FEATURED STORY            

MONDAY, JUNE 4, 2018


Responding to a backlash by many of its employees, Google has decided not to renew a contract for artificial intelligence work with the U.S. military when a current deal expires next year. The tech giant’s work on the Pentagon’s “Project Maven” program, which uses AI to interpret images and could be used in drone strike targeting, had sparked outrage among some of the company’s workforce, including top AI researchers. Some 4,000 employees signed a petition demanding “a clear policy stating that neither Google nor its contractors will ever build warfare technology.”


It’s unclear if Google’s decision regarding Project Maven is part of a broader strategy not to pursue military work. The company is reportedly planning to publish an ethical framework to guide its use of AI this week. If Google does pull back from some or all of the competition to sell such software, analysts say the Pentagon is likely to find plenty of other companies keen to take that business. (Gizmodo, NYT, WSJ, FT)


Ticketfly: The San Francisco-based concert ticketing service is working to restore its online systems after a data breach leaked users' personal information and disrupted services at music venues. A website that tracks such incidents says the breach affected more than 26 million accounts. (CBS)


Atlanta Police: Hackers that broke into the city of Atlanta’s digital network compromised years of dashcam videos, which are often used as key evidence at trials. In March, hackers held for ransom much of the city’s network, which disrupted public services. (AJC)


Kaspersky: A Washington, DC, federal judge threw out a pair of lawsuits alleging that the U.S. government acted unlawfully in banning products developed by the Russian-based cybersecurity firm. Last year the Department of Homeland Security blacklisted Kaspersky software over concerns about its ties to the Russian government. (Hill)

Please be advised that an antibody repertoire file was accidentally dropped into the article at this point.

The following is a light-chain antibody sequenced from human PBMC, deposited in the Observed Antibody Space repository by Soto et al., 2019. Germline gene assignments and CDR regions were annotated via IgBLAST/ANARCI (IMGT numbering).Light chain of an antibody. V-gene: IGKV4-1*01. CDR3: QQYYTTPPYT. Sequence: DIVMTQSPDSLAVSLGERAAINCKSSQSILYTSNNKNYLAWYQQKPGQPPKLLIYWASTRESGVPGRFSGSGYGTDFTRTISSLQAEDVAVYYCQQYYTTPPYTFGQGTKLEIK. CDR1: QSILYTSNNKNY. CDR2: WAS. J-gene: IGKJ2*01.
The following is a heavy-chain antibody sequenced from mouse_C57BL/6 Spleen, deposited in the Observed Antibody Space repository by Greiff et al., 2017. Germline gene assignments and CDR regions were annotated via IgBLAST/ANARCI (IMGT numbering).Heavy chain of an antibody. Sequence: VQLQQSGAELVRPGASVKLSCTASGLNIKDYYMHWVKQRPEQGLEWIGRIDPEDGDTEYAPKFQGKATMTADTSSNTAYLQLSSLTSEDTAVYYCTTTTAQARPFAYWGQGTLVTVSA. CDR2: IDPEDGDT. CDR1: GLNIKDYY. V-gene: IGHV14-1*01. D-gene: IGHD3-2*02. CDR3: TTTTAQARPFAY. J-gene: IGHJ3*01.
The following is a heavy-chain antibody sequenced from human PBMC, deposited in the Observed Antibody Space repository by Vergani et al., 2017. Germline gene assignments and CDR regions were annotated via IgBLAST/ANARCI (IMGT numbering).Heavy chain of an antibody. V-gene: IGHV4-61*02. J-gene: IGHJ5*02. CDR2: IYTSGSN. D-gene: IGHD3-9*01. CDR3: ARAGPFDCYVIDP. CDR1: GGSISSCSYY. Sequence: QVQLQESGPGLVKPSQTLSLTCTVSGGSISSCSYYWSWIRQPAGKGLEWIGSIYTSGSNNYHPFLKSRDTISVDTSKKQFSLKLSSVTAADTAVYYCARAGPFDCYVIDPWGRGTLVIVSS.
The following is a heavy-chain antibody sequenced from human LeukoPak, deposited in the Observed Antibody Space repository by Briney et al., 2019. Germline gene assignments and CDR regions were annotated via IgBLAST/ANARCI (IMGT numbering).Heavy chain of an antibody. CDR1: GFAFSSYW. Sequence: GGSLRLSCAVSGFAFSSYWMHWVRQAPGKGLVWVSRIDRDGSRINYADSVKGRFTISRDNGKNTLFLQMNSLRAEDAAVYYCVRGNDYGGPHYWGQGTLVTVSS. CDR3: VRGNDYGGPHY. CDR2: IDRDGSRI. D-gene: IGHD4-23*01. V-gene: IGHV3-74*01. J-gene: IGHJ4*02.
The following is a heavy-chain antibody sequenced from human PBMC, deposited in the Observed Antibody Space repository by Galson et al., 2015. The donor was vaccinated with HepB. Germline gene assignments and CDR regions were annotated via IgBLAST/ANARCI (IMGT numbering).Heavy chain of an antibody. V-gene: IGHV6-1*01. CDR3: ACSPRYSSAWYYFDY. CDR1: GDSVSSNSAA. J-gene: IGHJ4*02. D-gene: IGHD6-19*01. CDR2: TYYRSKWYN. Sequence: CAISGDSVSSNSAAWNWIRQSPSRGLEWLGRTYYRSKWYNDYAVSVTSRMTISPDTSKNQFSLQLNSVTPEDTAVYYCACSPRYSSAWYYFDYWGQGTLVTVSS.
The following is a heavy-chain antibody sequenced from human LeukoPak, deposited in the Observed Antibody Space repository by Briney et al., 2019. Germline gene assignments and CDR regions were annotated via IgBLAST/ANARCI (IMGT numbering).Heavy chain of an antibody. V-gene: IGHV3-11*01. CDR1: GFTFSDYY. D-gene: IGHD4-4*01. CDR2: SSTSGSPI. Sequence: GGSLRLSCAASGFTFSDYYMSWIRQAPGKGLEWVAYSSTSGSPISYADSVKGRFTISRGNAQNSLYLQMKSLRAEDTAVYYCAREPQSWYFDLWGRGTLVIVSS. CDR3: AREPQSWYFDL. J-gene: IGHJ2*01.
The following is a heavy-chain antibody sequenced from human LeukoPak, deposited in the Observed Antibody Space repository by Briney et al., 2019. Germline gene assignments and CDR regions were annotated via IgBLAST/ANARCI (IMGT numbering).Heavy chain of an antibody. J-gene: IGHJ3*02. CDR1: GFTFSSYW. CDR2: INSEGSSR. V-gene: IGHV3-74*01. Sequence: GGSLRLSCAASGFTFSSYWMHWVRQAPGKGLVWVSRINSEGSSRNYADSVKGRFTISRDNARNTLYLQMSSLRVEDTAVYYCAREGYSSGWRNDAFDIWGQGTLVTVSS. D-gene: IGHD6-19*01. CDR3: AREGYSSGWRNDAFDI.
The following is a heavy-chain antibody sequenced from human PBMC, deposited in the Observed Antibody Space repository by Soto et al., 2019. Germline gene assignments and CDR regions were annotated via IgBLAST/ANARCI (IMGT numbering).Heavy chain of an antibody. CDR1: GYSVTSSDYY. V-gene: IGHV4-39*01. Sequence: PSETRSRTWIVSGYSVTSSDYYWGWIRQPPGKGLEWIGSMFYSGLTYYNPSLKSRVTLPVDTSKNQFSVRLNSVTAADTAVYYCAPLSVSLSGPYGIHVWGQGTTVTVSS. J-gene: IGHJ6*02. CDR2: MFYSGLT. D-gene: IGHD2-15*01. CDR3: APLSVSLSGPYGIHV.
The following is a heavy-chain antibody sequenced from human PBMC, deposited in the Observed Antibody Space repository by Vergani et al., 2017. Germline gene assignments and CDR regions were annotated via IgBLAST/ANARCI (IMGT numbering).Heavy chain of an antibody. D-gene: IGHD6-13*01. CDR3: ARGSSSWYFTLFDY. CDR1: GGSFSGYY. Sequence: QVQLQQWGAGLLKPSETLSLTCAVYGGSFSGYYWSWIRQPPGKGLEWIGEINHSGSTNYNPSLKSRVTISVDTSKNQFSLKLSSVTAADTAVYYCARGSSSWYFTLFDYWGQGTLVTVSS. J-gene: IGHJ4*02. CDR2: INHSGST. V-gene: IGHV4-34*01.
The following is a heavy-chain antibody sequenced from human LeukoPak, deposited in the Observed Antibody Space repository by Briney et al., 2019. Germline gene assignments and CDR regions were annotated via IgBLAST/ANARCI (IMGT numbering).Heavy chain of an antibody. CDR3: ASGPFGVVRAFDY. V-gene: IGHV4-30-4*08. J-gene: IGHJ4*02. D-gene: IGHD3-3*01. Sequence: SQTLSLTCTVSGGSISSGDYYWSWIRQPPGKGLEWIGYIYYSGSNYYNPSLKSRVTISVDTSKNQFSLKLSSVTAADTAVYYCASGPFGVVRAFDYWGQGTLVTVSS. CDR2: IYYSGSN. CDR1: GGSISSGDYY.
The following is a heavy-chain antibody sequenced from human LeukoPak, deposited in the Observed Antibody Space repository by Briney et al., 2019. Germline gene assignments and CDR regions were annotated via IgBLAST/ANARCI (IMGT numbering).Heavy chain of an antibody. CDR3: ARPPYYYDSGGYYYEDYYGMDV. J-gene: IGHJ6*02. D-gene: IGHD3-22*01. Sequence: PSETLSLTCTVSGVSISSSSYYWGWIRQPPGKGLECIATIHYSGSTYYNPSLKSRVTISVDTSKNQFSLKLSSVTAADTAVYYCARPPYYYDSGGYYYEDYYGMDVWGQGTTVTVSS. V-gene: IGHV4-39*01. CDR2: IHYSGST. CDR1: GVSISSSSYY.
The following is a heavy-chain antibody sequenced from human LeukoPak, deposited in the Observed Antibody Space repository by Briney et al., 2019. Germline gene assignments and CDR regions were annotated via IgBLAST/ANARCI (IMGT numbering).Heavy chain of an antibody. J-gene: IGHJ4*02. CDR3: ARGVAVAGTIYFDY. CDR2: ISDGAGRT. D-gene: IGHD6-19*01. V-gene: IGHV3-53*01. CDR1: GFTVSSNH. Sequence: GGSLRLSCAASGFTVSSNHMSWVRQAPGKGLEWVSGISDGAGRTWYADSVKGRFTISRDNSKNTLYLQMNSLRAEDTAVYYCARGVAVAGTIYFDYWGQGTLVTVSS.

ON THE HILL                                    

Federal Cybersecurity: A new report from the White House's Office of Management and Budget assessed nearly 100 government agencies and found that close to three quarters were either “at risk” or “high risk.” (Wired)


DC Stingrays: The Department of Homeland Security found that devices known as Stingrays, which are used to intercept cell phone calls and texts, were operating near the White House and other sensitive locations in the Washington area last year. Experts say that Stingrays are a standard part of the tool kit for many foreign intelligence services. (WaPo)


China: Sources say the Trump administration may soon claim as much as $1.7 billion in fines from ZTE, as it looks to punish the Chinese telecom giant before allowing it back into business. The company has been crippled by a ban imposed in April on buying U.S. technology components for seven years. (Reuters)


Cloud Proposal: In an effort to avoid a “rush to failure,” the Defense Department has delayed indefinitely its final request for proposals that will spell out requirements for a multibillion-dollar cloud contract. Some companies had objected to the Pentagon’s plans for a winner-take-all award that they say would favor Amazon. (Bloomberg)